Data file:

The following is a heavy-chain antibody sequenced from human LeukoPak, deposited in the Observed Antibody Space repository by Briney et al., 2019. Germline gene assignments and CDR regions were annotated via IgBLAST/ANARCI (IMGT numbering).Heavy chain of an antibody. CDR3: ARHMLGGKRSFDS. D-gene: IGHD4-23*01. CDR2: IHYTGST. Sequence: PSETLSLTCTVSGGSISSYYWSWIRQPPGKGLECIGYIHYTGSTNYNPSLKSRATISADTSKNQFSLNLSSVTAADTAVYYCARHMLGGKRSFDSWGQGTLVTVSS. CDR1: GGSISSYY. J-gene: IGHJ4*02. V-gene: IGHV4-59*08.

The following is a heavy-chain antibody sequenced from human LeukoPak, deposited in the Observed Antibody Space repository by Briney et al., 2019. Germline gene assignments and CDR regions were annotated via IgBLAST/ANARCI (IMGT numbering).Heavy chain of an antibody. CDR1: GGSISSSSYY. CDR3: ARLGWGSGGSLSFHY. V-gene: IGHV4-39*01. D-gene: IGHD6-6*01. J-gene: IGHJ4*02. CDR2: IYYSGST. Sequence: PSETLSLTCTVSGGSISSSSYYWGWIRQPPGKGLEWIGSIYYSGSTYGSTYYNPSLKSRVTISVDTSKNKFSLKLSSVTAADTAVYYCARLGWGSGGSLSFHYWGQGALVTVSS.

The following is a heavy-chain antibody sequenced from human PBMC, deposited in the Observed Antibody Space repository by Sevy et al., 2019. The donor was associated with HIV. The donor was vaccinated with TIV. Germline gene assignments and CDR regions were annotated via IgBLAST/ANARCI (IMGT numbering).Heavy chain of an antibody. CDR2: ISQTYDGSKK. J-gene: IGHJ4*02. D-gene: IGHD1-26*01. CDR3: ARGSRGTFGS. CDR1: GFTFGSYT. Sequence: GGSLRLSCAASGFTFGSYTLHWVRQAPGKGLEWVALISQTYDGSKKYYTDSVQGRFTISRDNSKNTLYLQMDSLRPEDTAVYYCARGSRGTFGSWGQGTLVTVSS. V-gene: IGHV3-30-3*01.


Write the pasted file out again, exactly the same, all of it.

The following is a heavy-chain antibody sequenced from human LeukoPak, deposited in the Observed Antibody Space repository by Briney et al., 2019. Germline gene assignments and CDR regions were annotated via IgBLAST/ANARCI (IMGT numbering).Heavy chain of an antibody. CDR3: ARHMLGGKRSFDS. D-gene: IGHD4-23*01. CDR2: IHYTGST. Sequence: PSETLSLTCTVSGGSISSYYWSWIRQPPGKGLECIGYIHYTGSTNYNPSLKSRATISADTSKNQFSLNLSSVTAADTAVYYCARHMLGGKRSFDSWGQGTLVTVSS. CDR1: GGSISSYY. J-gene: IGHJ4*02. V-gene: IGHV4-59*08.

The following is a heavy-chain antibody sequenced from human LeukoPak, deposited in the Observed Antibody Space repository by Briney et al., 2019. Germline gene assignments and CDR regions were annotated via IgBLAST/ANARCI (IMGT numbering).Heavy chain of an antibody. CDR1: GGSISSSSYY. CDR3: ARLGWGSGGSLSFHY. V-gene: IGHV4-39*01. D-gene: IGHD6-6*01. J-gene: IGHJ4*02. CDR2: IYYSGST. Sequence: PSETLSLTCTVSGGSISSSSYYWGWIRQPPGKGLEWIGSIYYSGSTYGSTYYNPSLKSRVTISVDTSKNKFSLKLSSVTAADTAVYYCARLGWGSGGSLSFHYWGQGALVTVSS.

The following is a heavy-chain antibody sequenced from human PBMC, deposited in the Observed Antibody Space repository by Sevy et al., 2019. The donor was associated with HIV. The donor was vaccinated with TIV. Germline gene assignments and CDR regions were annotated via IgBLAST/ANARCI (IMGT numbering).Heavy chain of an antibody. CDR2: ISQTYDGSKK. J-gene: IGHJ4*02. D-gene: IGHD1-26*01. CDR3: ARGSRGTFGS. CDR1: GFTFGSYT. Sequence: GGSLRLSCAASGFTFGSYTLHWVRQAPGKGLEWVALISQTYDGSKKYYTDSVQGRFTISRDNSKNTLYLQMDSLRPEDTAVYYCARGSRGTFGSWGQGTLVTVSS. V-gene: IGHV3-30-3*01.